8. Aesthetics & Minimalist Design

Help Users Recognise and Recover from Errors

9. Help Users Recognise Errors

Help and Documentation

10. Help & Documentation

Other Guidelines • Bruce Tognazzini’s First Principles of Interaction Design http://www.asktog.com/basics/firstPrinciples.html • A good introductory summary from a fellow student http://www.charlieguo.com/web_design_readings.php

Doing a Navigation Stress Test

Navigation Stress Test • "Randomly" pick a low-level page, not a home page, from your site • Print the page out in black and white, without the URL listed in the header/footer • Pretend that you are entering this site for the first time at this page and try to answer to questions below • Mark-up the piece of paper with what you think the answers are

Navigation Stress Test What is this page about? Draw a rectangle around the title of the page or write it on the paper yourself What site is this? Circle the site name, or write it on the paper yourself What are the major sections of this site? Label with X What major section is this page in? Draw a triangle around the X What is "up" 1 level from here? Label with U How do I get to the home page of this Label with H site? How do I get to the top of this section of Label with T the site? What does each group of links O: Off-site pages represent? How might you get to this page from the Write the set of selections as: Choice 1 site home page? > Choice 2 > .... Connect the visual elements on the page that tell you this.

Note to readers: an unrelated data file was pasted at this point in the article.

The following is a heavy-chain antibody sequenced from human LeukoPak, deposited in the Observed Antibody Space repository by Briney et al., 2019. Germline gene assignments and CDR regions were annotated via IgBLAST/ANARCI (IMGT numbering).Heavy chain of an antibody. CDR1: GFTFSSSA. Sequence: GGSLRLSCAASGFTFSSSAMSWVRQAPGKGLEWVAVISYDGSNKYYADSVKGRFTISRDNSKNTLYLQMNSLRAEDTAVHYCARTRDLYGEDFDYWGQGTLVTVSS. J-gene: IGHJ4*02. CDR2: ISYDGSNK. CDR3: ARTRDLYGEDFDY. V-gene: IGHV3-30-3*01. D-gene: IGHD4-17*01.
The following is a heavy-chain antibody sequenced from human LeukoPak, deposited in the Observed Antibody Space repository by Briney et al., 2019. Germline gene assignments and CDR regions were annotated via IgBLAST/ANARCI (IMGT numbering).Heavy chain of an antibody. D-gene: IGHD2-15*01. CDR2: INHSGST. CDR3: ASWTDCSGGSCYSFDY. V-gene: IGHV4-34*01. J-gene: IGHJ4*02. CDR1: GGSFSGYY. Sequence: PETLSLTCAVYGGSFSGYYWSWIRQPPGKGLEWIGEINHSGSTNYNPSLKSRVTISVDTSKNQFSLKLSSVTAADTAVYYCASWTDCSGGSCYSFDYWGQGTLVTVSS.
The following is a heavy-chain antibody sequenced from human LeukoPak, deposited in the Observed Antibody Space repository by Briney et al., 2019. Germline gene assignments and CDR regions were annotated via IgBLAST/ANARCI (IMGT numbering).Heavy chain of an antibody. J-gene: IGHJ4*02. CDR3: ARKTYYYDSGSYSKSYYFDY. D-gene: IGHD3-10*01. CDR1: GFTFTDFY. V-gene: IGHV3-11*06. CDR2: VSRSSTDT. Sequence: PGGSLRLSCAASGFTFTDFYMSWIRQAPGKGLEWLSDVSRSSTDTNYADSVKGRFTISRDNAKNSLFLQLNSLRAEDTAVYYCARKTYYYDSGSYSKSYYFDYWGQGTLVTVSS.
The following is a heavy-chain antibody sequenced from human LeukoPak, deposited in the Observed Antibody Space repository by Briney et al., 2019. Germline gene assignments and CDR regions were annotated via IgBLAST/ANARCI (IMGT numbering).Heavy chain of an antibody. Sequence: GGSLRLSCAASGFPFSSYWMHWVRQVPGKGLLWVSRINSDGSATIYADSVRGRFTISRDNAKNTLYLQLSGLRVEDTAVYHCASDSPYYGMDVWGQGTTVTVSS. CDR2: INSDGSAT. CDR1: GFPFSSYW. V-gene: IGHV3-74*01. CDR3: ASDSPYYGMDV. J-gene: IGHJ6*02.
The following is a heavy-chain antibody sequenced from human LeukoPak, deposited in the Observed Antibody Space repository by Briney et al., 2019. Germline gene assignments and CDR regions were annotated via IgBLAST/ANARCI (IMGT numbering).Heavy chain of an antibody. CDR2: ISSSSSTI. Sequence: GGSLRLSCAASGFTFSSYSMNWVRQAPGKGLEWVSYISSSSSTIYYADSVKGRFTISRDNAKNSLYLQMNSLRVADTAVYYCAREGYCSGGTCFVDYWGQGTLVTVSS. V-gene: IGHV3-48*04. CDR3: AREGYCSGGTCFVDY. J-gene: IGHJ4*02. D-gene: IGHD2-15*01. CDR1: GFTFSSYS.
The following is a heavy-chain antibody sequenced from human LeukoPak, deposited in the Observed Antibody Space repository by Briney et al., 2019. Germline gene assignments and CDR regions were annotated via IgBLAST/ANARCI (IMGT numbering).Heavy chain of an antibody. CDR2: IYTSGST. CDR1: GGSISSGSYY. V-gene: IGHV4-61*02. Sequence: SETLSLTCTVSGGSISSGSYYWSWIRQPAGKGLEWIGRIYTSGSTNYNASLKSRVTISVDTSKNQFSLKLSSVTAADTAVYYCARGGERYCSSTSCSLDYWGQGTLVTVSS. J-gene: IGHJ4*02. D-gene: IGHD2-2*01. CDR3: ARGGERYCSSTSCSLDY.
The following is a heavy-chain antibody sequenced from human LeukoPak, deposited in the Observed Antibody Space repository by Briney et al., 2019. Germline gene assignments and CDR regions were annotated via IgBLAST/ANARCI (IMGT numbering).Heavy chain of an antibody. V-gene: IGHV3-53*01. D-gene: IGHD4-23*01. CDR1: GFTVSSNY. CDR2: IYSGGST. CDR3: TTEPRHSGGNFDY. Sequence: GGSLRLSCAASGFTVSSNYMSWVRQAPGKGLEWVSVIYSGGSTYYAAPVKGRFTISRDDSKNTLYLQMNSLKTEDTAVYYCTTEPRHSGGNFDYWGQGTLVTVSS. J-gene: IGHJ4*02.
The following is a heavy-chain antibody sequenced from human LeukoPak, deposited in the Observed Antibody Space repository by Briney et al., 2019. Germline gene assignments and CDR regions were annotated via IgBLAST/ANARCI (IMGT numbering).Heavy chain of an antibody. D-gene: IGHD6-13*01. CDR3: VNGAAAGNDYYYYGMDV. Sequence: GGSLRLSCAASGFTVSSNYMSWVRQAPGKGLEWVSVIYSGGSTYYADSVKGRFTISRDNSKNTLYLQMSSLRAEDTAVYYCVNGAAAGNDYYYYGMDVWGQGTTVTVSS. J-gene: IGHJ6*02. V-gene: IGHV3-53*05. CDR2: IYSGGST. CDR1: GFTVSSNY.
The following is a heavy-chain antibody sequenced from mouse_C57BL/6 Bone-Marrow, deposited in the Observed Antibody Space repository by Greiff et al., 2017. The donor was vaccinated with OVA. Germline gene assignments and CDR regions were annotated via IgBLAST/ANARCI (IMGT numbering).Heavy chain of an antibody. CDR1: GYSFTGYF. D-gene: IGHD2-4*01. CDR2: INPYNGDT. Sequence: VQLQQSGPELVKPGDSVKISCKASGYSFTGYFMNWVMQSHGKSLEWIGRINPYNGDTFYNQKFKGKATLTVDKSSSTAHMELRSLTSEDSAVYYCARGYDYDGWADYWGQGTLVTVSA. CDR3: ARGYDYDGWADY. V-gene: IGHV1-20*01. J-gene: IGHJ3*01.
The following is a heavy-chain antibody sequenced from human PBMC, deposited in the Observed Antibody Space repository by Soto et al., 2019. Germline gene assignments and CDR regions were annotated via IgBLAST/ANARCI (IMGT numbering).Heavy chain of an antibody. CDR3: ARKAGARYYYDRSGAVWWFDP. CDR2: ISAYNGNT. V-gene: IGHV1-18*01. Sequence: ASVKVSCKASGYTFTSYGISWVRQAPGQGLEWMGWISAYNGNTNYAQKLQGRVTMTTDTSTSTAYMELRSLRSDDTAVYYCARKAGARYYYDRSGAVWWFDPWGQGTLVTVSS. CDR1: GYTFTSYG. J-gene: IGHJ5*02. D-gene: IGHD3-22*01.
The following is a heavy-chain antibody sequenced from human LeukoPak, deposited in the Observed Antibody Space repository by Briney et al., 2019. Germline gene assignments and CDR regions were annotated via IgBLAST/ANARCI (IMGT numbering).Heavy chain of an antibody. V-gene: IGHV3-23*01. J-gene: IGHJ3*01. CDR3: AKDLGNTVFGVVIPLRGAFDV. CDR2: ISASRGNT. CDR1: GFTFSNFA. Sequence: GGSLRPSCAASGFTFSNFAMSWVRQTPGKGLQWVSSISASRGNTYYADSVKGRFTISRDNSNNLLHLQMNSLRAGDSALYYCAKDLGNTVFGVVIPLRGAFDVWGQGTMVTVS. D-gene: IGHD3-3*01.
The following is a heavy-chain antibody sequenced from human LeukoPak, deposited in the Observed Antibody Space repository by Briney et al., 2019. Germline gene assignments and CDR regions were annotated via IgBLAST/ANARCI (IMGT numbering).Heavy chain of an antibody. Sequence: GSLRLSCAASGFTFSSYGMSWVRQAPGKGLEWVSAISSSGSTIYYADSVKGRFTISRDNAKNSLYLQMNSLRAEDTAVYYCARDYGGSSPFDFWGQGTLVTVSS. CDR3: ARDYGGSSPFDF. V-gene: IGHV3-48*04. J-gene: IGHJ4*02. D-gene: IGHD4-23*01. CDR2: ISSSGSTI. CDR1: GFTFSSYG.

Making sense of the results

Affinity Diagramming

Recommended Books

Donald Norman

Steve Krug

Alan Cooper

Jenifer Tidwell